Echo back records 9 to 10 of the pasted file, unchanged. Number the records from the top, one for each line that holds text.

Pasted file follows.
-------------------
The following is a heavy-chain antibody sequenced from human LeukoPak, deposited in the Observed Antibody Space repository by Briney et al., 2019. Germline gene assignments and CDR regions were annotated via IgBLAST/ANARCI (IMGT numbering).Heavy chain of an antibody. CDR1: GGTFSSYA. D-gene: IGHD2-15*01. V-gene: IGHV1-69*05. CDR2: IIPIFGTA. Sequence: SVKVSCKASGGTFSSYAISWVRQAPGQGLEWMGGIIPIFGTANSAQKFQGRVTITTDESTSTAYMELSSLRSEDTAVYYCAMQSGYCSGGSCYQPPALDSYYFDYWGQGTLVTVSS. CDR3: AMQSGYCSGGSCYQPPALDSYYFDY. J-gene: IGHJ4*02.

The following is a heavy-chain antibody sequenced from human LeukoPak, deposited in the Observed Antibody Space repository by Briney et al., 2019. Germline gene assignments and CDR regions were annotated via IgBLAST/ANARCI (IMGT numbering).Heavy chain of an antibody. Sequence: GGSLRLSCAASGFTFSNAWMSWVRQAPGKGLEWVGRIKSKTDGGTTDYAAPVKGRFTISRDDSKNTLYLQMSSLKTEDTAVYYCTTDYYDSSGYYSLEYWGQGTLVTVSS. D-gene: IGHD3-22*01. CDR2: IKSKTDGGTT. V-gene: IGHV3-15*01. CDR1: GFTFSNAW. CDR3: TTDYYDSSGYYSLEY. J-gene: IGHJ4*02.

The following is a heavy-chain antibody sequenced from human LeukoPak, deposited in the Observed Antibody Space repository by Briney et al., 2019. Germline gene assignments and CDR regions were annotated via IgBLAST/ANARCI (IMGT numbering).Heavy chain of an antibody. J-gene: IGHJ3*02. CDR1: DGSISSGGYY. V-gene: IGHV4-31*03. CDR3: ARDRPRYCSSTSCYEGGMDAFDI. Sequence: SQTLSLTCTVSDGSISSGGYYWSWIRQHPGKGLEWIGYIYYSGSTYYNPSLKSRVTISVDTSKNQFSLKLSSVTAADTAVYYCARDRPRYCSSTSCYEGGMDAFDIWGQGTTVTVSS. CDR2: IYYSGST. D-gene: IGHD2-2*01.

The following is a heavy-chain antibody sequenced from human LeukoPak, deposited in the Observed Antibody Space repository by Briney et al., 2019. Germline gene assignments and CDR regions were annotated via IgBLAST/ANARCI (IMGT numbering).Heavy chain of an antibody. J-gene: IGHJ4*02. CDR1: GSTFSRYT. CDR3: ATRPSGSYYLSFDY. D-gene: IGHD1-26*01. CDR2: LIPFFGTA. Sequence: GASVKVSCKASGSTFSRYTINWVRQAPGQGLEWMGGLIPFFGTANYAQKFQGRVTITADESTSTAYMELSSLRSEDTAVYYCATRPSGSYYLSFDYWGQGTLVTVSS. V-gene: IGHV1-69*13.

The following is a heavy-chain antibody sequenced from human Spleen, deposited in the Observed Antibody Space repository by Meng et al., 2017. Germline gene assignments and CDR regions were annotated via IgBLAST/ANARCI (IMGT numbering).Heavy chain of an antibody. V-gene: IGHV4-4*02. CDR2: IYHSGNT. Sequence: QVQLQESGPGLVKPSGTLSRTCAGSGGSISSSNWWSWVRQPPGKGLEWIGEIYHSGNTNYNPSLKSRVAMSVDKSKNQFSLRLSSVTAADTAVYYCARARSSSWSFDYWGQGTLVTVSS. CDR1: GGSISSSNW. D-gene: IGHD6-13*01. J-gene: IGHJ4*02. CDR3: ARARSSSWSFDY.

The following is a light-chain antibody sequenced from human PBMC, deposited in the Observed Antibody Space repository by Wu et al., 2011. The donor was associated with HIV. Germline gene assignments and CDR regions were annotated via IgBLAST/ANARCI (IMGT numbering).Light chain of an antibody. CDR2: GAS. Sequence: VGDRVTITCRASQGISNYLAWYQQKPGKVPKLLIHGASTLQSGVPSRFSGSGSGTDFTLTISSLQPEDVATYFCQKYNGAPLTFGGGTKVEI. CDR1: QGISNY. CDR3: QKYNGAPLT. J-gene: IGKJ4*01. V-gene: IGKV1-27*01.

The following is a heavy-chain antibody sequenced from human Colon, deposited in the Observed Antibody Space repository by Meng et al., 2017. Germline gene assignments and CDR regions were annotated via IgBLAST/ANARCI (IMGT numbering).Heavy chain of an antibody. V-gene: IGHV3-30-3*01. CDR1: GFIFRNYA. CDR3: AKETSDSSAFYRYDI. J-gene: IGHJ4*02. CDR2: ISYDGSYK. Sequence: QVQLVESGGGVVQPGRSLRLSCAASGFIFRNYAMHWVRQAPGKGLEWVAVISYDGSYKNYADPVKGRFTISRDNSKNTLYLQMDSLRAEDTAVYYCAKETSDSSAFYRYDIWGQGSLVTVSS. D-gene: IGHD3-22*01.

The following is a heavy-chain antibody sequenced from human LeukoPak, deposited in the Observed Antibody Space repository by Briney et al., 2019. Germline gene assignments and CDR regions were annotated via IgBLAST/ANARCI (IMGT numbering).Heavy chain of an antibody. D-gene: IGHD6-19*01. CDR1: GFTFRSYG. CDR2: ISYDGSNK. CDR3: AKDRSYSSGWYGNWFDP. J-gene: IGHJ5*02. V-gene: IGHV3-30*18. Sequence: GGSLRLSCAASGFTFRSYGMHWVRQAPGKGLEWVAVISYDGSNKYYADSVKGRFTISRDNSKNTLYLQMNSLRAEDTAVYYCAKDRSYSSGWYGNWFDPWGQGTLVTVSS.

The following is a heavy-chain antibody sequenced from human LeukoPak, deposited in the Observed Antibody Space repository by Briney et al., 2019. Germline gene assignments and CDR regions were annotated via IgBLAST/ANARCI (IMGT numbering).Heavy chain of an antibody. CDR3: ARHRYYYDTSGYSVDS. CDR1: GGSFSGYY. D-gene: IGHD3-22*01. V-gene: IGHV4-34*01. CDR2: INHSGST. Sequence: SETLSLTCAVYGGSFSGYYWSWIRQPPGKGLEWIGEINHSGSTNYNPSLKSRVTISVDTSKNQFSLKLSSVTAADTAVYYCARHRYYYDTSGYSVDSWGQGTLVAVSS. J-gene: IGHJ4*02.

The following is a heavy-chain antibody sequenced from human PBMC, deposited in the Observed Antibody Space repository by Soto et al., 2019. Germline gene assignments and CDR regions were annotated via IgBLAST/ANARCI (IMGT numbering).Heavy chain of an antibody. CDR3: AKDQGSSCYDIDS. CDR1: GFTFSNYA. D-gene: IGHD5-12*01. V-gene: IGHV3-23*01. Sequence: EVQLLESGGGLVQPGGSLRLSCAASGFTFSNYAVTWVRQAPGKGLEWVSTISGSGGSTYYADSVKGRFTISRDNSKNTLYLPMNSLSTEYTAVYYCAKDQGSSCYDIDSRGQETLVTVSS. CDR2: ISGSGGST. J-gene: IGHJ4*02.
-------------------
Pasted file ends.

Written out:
The following is a heavy-chain antibody sequenced from human LeukoPak, deposited in the Observed Antibody Space repository by Briney et al., 2019. Germline gene assignments and CDR regions were annotated via IgBLAST/ANARCI (IMGT numbering).Heavy chain of an antibody. CDR3: ARHRYYYDTSGYSVDS. CDR1: GGSFSGYY. D-gene: IGHD3-22*01. V-gene: IGHV4-34*01. CDR2: INHSGST. Sequence: SETLSLTCAVYGGSFSGYYWSWIRQPPGKGLEWIGEINHSGSTNYNPSLKSRVTISVDTSKNQFSLKLSSVTAADTAVYYCARHRYYYDTSGYSVDSWGQGTLVAVSS. J-gene: IGHJ4*02.

The following is a heavy-chain antibody sequenced from human PBMC, deposited in the Observed Antibody Space repository by Soto et al., 2019. Germline gene assignments and CDR regions were annotated via IgBLAST/ANARCI (IMGT numbering).Heavy chain of an antibody. CDR3: AKDQGSSCYDIDS. CDR1: GFTFSNYA. D-gene: IGHD5-12*01. V-gene: IGHV3-23*01. Sequence: EVQLLESGGGLVQPGGSLRLSCAASGFTFSNYAVTWVRQAPGKGLEWVSTISGSGGSTYYADSVKGRFTISRDNSKNTLYLPMNSLSTEYTAVYYCAKDQGSSCYDIDSRGQETLVTVSS. CDR2: ISGSGGST. J-gene: IGHJ4*02.